Climatic Change

, Volume 112, Issue 3–4, pp 1037–1058 | Cite as

Identifying climatic analogs for Wisconsin under 21st-century climate-change scenarios

  • Samuel Veloz
  • John W. Williams
  • David Lorenz
  • Michael Notaro
  • Steve Vavrus
  • Daniel J. Vimont


There is a deep disconnect between scientific and public concern about climate change. One reason is that global climate change is a fairly abstract concept with little perceived relevance, so a key challenge is to translate climate-change projections into locally concrete examples of potential impacts. Here we use climate analog analyses as an alternative method for identifying and communicating climate-change impacts. Our analysis uses multiple downscaled general circulation models for the state of Wisconsin, at 0.1 decimal degree resolution, and identifies contemporary locations in North America that are the most similar to the projected future climates for Wisconsin. We assess the uncertainties inherent in climate-change projections among greenhouse gas emission scenarios, time windows (mid-21st century vs. late 21st-century) and different combinations of climate variables. For all future scenarios and simulations, contemporary climatic analogs within North America were found for Wisconsin’s future climate. Closest analogs are primarily 200–500 km to the south-southwest of their Wisconsin reference location. Temperature has the largest effect on choice of climatic analog, but precipitation is the greatest source of uncertainty. Under the higher-end emission scenarios, the contemporary climatic analogs for Wisconsin’s end-21st-century climates are almost entirely outside the state. Climate-analog analyses offer a place-based means of assessing climate impacts that is complementary to the species-based approaches of species distributional models, and carries no assumptions about the characterization and conservatism of species niches. The analog method is simple and flexible, and can be readily extended to other regions and other environmental variables.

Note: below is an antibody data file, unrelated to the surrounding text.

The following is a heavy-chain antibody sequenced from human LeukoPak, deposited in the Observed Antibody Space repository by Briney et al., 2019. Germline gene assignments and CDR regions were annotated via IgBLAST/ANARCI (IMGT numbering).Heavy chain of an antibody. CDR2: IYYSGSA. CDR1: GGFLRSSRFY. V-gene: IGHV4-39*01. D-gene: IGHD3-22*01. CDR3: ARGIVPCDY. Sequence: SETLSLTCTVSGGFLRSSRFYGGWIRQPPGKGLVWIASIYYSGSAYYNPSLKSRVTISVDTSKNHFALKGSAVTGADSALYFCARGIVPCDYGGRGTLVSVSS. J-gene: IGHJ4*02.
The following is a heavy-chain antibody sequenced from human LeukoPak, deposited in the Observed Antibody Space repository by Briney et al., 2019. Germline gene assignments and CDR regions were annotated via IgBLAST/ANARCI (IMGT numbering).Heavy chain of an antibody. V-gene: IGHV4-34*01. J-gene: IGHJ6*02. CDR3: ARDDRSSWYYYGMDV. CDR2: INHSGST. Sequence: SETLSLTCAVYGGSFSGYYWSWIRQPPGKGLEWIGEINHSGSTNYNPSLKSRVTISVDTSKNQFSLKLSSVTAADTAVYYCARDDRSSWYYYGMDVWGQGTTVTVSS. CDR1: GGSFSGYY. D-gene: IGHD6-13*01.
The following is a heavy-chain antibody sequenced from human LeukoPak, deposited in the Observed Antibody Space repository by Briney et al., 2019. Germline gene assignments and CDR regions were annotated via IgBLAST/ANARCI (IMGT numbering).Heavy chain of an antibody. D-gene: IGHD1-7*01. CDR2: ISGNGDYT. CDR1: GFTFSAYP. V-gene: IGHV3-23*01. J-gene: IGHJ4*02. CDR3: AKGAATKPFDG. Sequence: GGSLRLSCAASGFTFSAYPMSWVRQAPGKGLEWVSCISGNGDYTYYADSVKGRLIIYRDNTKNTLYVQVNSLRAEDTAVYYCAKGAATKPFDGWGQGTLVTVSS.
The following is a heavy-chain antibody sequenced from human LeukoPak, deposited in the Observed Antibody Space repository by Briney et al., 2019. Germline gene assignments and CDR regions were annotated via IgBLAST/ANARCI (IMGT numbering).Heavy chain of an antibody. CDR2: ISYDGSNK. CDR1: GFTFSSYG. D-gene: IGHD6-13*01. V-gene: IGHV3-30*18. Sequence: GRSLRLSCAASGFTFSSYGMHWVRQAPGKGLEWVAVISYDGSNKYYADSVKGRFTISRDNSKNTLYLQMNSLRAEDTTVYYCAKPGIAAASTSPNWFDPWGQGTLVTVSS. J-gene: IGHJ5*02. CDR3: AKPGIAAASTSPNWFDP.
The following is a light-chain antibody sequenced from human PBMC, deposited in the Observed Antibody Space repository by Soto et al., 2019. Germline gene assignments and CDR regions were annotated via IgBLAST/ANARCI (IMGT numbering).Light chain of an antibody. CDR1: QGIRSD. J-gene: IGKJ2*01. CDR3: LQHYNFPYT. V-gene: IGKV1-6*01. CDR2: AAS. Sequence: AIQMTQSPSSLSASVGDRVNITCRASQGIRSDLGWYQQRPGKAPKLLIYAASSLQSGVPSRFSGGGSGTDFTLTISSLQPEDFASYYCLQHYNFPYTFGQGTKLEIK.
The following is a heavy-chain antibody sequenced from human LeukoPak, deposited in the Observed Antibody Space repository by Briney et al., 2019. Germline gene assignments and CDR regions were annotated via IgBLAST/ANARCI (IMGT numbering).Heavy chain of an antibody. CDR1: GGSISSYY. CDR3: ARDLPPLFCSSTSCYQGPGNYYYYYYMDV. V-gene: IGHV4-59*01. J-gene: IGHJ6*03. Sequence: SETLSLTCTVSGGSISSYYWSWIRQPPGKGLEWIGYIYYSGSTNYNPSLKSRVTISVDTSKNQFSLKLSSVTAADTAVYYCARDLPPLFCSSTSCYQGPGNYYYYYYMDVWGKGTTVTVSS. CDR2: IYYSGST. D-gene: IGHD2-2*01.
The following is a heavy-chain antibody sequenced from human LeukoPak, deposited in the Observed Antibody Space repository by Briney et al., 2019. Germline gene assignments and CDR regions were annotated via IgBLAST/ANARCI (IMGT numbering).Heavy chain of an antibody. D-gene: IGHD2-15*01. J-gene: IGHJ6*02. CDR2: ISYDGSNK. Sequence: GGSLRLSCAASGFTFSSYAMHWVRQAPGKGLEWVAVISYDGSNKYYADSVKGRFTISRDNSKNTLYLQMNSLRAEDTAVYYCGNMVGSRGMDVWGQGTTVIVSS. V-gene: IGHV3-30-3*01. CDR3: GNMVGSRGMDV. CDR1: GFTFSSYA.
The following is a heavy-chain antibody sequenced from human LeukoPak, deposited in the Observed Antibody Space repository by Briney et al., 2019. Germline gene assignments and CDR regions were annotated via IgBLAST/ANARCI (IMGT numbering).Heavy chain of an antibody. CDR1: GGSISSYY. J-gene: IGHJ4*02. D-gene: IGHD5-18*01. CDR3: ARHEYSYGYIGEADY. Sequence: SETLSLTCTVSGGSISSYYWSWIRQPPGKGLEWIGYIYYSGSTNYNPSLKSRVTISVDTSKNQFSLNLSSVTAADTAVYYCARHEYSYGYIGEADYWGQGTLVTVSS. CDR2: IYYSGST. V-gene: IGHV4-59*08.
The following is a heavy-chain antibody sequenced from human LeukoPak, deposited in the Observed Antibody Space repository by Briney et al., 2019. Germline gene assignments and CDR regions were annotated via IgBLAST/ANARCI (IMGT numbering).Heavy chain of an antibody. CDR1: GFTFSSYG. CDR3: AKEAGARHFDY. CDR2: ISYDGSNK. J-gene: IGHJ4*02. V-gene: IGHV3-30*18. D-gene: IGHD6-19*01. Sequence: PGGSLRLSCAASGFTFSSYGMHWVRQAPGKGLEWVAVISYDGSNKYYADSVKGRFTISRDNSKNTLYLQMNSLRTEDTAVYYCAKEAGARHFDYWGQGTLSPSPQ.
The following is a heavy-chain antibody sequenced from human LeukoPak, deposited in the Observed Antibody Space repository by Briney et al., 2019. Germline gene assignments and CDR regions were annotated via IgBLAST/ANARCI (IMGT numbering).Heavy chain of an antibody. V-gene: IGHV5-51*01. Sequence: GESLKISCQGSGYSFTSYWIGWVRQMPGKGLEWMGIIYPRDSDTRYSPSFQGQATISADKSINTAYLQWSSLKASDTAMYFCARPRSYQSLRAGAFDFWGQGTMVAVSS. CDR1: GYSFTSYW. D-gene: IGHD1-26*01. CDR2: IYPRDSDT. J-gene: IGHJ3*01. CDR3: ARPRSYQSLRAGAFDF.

Supplementary material

10584_2011_261_MOESM1_ESM.doc (206 kb)
ESM 1(DOC 206 kb)
10584_2011_261_MOESM2_ESM.doc (758 kb)
ESM 2(DOC 757 kb)
10584_2011_261_MOESM3_ESM.doc (5.5 mb)
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Copyright information

© Springer Science+Business Media B.V. 2011

Authors and Affiliations

  • Samuel Veloz
    • 1
    • 2
  • John W. Williams
    • 1
  • David Lorenz
    • 3
  • Michael Notaro
    • 3
  • Steve Vavrus
    • 3
  • Daniel J. Vimont
    • 4
  1. 1.Department of Geography, Center for Climatic ResearchUniversity of WisconsinMadisonUSA
  2. 2.PRBO Conservation SciencePetalumaUSA
  3. 3.Center for Climatic ResearchUniversity of WisconsinMadisonUSA
  4. 4.Department of Atmospheric and Oceanic Sciences, Center for Climatic ResearchUniversity of WisconsinMadisonUSA

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